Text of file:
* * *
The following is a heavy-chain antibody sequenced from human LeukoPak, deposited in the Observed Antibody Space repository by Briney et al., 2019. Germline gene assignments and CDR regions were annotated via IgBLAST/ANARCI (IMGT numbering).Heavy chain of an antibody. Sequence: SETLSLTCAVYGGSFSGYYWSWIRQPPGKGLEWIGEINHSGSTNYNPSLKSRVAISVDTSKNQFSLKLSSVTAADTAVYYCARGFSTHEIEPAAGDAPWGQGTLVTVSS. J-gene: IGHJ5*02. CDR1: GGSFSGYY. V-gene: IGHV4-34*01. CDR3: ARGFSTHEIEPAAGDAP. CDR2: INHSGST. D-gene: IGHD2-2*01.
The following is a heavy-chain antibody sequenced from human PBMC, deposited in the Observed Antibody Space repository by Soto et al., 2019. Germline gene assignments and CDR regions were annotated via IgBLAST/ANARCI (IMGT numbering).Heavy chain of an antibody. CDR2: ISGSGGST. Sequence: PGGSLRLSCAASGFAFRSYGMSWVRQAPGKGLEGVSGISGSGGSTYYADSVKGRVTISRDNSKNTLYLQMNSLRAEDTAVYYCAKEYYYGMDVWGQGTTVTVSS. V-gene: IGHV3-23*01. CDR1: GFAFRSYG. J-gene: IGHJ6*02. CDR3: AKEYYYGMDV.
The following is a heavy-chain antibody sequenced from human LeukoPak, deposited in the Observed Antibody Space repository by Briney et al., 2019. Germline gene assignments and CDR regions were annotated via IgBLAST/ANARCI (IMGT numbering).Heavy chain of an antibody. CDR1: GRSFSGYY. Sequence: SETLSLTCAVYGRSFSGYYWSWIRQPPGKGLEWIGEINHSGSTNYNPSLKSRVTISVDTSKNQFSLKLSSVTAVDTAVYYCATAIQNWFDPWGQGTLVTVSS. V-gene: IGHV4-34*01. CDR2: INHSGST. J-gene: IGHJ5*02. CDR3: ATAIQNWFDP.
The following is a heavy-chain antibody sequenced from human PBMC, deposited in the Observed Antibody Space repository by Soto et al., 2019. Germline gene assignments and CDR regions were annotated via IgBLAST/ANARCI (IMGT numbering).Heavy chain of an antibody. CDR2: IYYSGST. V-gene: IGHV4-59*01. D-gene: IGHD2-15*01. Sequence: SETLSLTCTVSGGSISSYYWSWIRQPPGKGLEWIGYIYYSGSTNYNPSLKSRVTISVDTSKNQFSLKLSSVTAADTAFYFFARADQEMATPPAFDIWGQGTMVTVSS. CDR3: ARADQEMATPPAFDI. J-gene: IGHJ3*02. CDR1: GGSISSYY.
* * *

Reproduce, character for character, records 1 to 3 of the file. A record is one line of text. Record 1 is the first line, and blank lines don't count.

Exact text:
The following is a heavy-chain antibody sequenced from human LeukoPak, deposited in the Observed Antibody Space repository by Briney et al., 2019. Germline gene assignments and CDR regions were annotated via IgBLAST/ANARCI (IMGT numbering).Heavy chain of an antibody. Sequence: SETLSLTCAVYGGSFSGYYWSWIRQPPGKGLEWIGEINHSGSTNYNPSLKSRVAISVDTSKNQFSLKLSSVTAADTAVYYCARGFSTHEIEPAAGDAPWGQGTLVTVSS. J-gene: IGHJ5*02. CDR1: GGSFSGYY. V-gene: IGHV4-34*01. CDR3: ARGFSTHEIEPAAGDAP. CDR2: INHSGST. D-gene: IGHD2-2*01.
The following is a heavy-chain antibody sequenced from human PBMC, deposited in the Observed Antibody Space repository by Soto et al., 2019. Germline gene assignments and CDR regions were annotated via IgBLAST/ANARCI (IMGT numbering).Heavy chain of an antibody. CDR2: ISGSGGST. Sequence: PGGSLRLSCAASGFAFRSYGMSWVRQAPGKGLEGVSGISGSGGSTYYADSVKGRVTISRDNSKNTLYLQMNSLRAEDTAVYYCAKEYYYGMDVWGQGTTVTVSS. V-gene: IGHV3-23*01. CDR1: GFAFRSYG. J-gene: IGHJ6*02. CDR3: AKEYYYGMDV.
The following is a heavy-chain antibody sequenced from human LeukoPak, deposited in the Observed Antibody Space repository by Briney et al., 2019. Germline gene assignments and CDR regions were annotated via IgBLAST/ANARCI (IMGT numbering).Heavy chain of an antibody. CDR1: GRSFSGYY. Sequence: SETLSLTCAVYGRSFSGYYWSWIRQPPGKGLEWIGEINHSGSTNYNPSLKSRVTISVDTSKNQFSLKLSSVTAVDTAVYYCATAIQNWFDPWGQGTLVTVSS. V-gene: IGHV4-34*01. CDR2: INHSGST. J-gene: IGHJ5*02. CDR3: ATAIQNWFDP.